So I'm mostly through what will be my longest week until mid-May, and I'm really starting to feel it.
Oh, sure, I'm still getting over that nasty chest/throat thing I had for a while. And yeah, in addition to logging some heavy hours I'm also trying to organize some serious lifestyle changes and and reading some relatively weighty books instead of feeding myself delicious fiction, but still. Ugh.
My head feels like it's made of wood tonight. If you've seen my brain, please send it home.
While it's away, some random links:
- Hanzi Smatter, or a website devoted to why it's dumb to get things tattooed onto your body in a language you don't know.
- Wringing things out...FOR SCIENCE! Canada is better at space than every other country because of Chris Hadfield.
- Mark Ruffalo is all about the Science Bros. Pardon me while I wipe away a tiny tear of glee.
- Pagans help save the Parliament of the World's Religions. Because we're awesome like that.
...is this short film called Cargo, in which a bitten father tries to protect his infant daughter.
So Fox has contracted a company -- Ripple Junction -- to make licensed Jayne hats. You can get them on Think Geek and stuff.
My personal reaction is that it's nice to be able to get one that's "right" in the sense that it's a licensed piece designed to be accurate -- AbbyShot makes some things I'd really like to own, for example -- but I also like the option of obtaining handmade. Jayne hats, for example, tend to be made with nicer materials than the acrylic yarn Ripple Junction's using, and buying handcrafted means supporting people who do handicrafts as a hobby or livelihood.
Some Browncoats I've seen talking about this have a pretty strong attachment to the Ma Cobb ethic in that Jayne hats ought to be DIY and not mass-produced pieces of luh suh.
So here's the thing:
Fox owns Firefly. They're absolutely entitled to market and license the manufacture of Firefly-related stuff. That's not up for debate. They're also allowed to defend their intellectual property, even if it's a property they mistreated pretty egregiously, then pointedly ignored for years.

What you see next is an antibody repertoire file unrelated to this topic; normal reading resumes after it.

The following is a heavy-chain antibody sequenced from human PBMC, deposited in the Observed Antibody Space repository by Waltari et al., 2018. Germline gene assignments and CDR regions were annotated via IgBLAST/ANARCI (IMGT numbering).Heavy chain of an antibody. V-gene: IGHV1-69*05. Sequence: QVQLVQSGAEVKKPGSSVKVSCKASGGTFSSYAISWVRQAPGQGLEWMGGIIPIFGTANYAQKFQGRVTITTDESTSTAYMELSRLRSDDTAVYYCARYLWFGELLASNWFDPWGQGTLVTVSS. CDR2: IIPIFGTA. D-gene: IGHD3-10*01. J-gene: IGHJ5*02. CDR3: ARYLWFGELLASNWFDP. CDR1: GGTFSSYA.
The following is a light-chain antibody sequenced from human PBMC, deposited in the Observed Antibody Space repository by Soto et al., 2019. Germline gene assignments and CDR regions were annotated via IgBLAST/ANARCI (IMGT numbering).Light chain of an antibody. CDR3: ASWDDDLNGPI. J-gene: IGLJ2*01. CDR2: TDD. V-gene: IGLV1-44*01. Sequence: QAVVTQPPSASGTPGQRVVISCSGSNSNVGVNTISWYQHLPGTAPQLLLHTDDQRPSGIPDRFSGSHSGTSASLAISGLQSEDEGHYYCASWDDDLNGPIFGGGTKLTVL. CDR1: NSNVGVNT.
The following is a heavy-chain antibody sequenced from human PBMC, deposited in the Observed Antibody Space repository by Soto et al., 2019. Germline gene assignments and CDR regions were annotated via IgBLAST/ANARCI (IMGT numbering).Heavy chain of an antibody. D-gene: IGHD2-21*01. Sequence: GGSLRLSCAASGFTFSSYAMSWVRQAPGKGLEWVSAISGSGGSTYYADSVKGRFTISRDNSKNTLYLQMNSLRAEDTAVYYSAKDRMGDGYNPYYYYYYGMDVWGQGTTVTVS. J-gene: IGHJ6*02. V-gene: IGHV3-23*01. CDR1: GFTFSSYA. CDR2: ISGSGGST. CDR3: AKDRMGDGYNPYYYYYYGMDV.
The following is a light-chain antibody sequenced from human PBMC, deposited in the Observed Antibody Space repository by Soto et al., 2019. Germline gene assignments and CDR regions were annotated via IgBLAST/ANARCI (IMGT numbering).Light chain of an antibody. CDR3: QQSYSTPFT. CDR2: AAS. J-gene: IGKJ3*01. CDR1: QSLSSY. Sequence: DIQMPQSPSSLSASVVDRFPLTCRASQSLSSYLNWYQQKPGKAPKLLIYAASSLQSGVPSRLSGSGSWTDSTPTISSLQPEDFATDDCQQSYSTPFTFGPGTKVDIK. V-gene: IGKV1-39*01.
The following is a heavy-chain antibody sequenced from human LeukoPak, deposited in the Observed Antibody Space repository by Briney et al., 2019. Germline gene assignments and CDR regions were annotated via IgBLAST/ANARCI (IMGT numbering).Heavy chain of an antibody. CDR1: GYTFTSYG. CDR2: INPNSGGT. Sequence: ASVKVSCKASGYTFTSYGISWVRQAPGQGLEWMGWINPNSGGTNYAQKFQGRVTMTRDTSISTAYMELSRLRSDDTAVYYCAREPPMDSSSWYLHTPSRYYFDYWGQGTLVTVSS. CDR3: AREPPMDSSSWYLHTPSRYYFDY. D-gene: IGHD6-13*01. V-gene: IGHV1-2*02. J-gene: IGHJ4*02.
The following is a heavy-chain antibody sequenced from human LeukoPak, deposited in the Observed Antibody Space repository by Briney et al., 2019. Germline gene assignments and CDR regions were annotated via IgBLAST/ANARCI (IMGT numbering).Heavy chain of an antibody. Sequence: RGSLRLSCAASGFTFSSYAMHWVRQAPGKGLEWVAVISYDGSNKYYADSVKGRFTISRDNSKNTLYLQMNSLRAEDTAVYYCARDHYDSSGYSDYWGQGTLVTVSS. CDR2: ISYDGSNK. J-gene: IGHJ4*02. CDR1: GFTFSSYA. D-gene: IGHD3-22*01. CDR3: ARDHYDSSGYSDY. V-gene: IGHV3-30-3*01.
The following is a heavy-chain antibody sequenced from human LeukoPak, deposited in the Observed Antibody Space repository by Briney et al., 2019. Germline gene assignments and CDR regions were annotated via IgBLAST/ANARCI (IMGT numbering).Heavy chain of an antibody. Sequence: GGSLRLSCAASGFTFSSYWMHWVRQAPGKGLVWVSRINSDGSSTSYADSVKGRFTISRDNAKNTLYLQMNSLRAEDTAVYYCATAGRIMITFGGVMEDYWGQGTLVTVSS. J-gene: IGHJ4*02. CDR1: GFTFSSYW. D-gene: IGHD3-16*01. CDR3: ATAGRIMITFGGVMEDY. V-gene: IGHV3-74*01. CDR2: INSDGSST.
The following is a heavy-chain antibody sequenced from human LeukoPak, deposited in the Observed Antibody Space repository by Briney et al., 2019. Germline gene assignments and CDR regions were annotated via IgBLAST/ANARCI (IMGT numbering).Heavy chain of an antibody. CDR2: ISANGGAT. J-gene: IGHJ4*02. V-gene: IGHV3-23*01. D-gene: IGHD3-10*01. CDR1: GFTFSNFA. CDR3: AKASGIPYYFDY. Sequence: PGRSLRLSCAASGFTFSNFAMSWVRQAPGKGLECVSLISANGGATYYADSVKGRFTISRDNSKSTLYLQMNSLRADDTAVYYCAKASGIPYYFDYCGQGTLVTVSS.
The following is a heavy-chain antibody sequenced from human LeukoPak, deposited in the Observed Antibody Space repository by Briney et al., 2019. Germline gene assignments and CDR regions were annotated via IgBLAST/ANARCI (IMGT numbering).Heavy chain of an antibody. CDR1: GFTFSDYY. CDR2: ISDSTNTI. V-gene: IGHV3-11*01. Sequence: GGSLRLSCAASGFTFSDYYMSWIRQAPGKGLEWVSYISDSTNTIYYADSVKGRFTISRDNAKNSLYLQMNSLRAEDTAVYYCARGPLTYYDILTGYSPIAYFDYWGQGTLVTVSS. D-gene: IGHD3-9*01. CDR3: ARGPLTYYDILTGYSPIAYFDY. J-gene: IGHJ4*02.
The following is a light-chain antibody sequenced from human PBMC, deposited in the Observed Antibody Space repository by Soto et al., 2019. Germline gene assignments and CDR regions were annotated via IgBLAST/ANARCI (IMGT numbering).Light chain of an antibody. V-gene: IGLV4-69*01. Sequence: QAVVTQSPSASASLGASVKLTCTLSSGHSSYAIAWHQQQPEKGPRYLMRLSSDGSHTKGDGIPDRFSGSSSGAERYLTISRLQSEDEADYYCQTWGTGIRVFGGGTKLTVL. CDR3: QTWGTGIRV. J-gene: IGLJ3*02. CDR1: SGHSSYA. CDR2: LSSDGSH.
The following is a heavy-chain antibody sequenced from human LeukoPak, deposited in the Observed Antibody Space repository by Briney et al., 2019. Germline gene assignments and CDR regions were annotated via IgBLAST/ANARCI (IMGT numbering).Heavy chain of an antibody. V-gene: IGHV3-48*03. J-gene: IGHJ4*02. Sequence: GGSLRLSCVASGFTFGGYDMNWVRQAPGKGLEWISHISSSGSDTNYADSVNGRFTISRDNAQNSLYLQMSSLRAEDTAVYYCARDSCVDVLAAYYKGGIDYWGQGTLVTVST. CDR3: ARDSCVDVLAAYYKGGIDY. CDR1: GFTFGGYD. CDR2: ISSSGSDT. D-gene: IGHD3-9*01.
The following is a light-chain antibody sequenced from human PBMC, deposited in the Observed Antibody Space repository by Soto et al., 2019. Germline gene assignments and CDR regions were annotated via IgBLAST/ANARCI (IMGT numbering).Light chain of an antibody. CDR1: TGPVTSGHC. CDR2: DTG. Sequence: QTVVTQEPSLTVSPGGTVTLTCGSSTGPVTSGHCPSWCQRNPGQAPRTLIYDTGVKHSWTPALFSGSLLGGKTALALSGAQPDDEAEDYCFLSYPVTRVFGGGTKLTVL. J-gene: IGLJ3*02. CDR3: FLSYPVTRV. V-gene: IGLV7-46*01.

That said, there's apparently a pretty good case to be made that Jayne's hat itself isn't a thing that Fox can stop people from making and selling. Calling it a "Jayne hat" might be problematic in terms of trademark, but if someone were to knit replicas and call them "cunning hats," for example, Fox would have (in my absolutely non-professional opinion as someone with a B.A. in English, informed by some lawyer's blog) less of a case. They've got even less of a leg to stand on with Jayne-style hats that are color-inverted, color-shifted, or mashed up with other things (like this Fourth Doctor Jayne hat).
And, of course, there's no way for Fox to stop anybody from making their own, teaching other people how to make their own, giving them as gifts, airdropping them, etc.
Of course, some of this may technically be moot for the poor knitter who can't afford to stand up to them, but I'd be surprised if the Browncoat community didn't pull together to raise money if Fox actually lawyered up.
Fans are going to make things, full stop. While property holders do have some rights in terms of controlling works based on media, those powers aren't total and complete. Fox is very big, and throws its weight around, but fandom isn't powerless, and telling a bunch of creative people working in community to stop doing that simply doesn't work.
While I wasn't jealous, exactly -- we have a lot of local honey going on around here, and I can get some pretty good stuff relatively inexpensively -- it did make me think about how I'd really like to learn about apiary at some point. Also, mead-making.
Of the two, learning to make mead is undoubtedly going to be the easier of the two to get away with. After all, if one can make a wine-like substance in a prison toilet tank out of sauerkraut and orange juice, I'm reasonably confident that I can produce something drinkable in a proper kitchen using proper tools. Plus, unlike Oprah, not everybody is completely stoked about having a colony of bees rocking out within spitting distance.
Mead, meanwhile, is comparatively inoffensive. It just kind of hangs out and ferments for a little while, and all it asks for is to be left undisturbed for a while in a relatively constant environment. Dogs don't (usually) bark at it, there aren't sad movies about children being attacked by a swarm of angry mead, and unless something goes really wrong, it's unlikely to try and build a colony inside the walls.
So yeah. New goal. Learn to make mead. And then maybe befriend a beekeeper with it or something.
So I was doing my morning news round-up today and learned that Julie Burkhart, who worked with Dr. George Tiller before he was murdered in church by an anti-choice extremist in May of 2009, has just reopened a new women's health clinic in the Wichita building where Dr. Tiller practiced before his death.
She and her staff are, unsurprisingly, facing a lot of harassment (mentioned in this segment from Maddow), but it sounds like they're just as undeterred in making sure that women have access to a full range of reproductive healthcare now as they were in February.